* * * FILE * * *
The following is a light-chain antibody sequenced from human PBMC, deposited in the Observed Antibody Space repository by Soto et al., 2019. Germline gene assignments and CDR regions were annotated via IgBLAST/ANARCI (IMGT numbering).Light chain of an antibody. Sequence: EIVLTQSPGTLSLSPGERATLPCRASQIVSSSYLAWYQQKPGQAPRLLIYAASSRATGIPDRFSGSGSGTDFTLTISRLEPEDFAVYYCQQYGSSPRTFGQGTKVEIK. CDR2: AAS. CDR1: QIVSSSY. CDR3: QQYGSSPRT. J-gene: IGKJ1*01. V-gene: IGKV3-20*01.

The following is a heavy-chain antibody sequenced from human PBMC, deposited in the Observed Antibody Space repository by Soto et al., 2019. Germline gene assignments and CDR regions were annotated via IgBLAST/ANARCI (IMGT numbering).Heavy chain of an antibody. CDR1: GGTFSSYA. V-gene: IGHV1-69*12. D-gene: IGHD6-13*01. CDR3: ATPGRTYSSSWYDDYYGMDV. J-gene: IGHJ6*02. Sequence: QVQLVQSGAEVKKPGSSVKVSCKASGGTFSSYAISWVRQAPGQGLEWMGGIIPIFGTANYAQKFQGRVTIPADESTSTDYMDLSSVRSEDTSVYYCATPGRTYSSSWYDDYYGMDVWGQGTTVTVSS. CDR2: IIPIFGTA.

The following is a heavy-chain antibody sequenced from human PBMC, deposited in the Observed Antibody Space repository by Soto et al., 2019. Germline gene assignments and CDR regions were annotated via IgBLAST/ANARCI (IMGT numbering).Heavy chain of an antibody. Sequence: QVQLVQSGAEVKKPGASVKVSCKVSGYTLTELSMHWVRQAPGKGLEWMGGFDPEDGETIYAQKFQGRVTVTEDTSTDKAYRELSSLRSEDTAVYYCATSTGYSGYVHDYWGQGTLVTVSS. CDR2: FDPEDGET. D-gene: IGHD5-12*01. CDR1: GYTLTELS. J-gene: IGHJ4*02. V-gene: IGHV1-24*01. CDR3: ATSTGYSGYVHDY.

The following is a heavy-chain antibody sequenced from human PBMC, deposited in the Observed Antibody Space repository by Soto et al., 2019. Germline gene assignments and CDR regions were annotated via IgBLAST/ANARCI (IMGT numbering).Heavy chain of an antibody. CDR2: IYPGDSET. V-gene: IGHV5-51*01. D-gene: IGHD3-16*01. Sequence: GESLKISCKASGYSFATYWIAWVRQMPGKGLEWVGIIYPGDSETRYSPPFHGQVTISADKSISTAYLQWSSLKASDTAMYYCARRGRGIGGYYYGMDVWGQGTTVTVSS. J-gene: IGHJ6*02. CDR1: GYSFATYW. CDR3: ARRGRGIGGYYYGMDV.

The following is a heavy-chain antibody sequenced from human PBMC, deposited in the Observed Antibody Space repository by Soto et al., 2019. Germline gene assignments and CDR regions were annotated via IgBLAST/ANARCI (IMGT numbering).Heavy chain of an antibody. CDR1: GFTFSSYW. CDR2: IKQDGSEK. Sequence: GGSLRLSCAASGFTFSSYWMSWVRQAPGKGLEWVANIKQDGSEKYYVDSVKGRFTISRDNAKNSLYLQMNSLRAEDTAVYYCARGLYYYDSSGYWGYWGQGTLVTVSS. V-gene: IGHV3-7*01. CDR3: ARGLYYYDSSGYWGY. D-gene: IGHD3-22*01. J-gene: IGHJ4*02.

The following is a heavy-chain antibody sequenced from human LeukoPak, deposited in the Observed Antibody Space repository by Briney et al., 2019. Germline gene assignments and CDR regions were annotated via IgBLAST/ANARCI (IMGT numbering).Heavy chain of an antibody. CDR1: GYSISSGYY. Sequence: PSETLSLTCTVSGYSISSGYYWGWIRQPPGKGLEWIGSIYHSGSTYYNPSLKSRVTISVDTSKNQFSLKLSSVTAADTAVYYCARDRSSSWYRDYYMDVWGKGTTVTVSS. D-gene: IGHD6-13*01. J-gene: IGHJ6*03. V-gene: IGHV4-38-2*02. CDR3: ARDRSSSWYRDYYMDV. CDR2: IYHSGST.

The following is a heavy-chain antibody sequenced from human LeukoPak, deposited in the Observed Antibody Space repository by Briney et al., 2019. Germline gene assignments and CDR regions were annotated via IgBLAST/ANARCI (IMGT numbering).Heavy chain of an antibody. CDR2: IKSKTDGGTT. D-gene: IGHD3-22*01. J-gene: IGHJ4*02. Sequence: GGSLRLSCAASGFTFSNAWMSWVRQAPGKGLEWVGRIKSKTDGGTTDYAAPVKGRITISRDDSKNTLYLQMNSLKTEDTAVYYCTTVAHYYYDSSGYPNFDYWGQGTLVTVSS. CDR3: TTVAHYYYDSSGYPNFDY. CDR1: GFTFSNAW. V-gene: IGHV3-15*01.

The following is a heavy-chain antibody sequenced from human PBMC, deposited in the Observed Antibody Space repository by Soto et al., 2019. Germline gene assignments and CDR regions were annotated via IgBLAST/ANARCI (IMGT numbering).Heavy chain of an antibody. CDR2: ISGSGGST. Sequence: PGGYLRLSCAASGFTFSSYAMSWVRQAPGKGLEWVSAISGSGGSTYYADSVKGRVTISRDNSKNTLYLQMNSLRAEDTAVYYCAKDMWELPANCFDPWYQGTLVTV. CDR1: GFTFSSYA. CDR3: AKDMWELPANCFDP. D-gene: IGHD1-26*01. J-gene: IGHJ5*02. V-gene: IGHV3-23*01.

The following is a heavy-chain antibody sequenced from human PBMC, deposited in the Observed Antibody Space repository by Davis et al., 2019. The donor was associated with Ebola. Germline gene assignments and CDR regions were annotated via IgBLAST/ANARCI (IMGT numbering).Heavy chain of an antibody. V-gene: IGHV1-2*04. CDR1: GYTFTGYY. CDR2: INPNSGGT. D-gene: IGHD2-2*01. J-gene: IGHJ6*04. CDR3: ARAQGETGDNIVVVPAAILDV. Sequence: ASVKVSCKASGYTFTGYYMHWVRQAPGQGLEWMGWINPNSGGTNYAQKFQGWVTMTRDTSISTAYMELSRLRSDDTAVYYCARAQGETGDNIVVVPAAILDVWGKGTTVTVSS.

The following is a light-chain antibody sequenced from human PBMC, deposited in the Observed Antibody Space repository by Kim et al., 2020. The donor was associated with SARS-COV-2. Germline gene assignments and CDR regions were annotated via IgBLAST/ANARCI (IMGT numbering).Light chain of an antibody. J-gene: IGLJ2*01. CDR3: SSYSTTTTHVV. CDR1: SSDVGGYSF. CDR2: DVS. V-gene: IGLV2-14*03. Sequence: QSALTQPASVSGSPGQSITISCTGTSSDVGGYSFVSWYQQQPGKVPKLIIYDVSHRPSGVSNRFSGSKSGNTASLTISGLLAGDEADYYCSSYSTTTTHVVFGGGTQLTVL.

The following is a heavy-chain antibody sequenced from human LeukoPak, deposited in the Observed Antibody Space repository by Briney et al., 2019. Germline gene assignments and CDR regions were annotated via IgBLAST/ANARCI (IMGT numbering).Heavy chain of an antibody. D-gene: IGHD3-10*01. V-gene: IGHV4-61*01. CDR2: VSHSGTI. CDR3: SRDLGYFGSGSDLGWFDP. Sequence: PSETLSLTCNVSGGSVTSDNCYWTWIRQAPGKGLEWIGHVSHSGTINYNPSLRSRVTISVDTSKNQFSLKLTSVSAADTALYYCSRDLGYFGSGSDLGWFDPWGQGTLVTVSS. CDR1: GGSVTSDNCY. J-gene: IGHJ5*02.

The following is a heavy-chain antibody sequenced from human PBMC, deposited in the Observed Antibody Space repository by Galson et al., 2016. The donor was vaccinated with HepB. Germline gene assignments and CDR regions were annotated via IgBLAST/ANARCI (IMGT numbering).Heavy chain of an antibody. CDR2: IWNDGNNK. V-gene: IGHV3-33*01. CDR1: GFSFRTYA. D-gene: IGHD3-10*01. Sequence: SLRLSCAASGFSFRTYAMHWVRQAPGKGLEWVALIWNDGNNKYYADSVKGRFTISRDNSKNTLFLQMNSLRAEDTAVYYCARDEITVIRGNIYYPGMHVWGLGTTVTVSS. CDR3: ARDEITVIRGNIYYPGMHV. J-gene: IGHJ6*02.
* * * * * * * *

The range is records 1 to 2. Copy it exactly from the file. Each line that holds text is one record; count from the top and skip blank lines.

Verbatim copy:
The following is a light-chain antibody sequenced from human PBMC, deposited in the Observed Antibody Space repository by Soto et al., 2019. Germline gene assignments and CDR regions were annotated via IgBLAST/ANARCI (IMGT numbering).Light chain of an antibody. Sequence: EIVLTQSPGTLSLSPGERATLPCRASQIVSSSYLAWYQQKPGQAPRLLIYAASSRATGIPDRFSGSGSGTDFTLTISRLEPEDFAVYYCQQYGSSPRTFGQGTKVEIK. CDR2: AAS. CDR1: QIVSSSY. CDR3: QQYGSSPRT. J-gene: IGKJ1*01. V-gene: IGKV3-20*01.

The following is a heavy-chain antibody sequenced from human PBMC, deposited in the Observed Antibody Space repository by Soto et al., 2019. Germline gene assignments and CDR regions were annotated via IgBLAST/ANARCI (IMGT numbering).Heavy chain of an antibody. CDR1: GGTFSSYA. V-gene: IGHV1-69*12. D-gene: IGHD6-13*01. CDR3: ATPGRTYSSSWYDDYYGMDV. J-gene: IGHJ6*02. Sequence: QVQLVQSGAEVKKPGSSVKVSCKASGGTFSSYAISWVRQAPGQGLEWMGGIIPIFGTANYAQKFQGRVTIPADESTSTDYMDLSSVRSEDTSVYYCATPGRTYSSSWYDDYYGMDVWGQGTTVTVSS. CDR2: IIPIFGTA.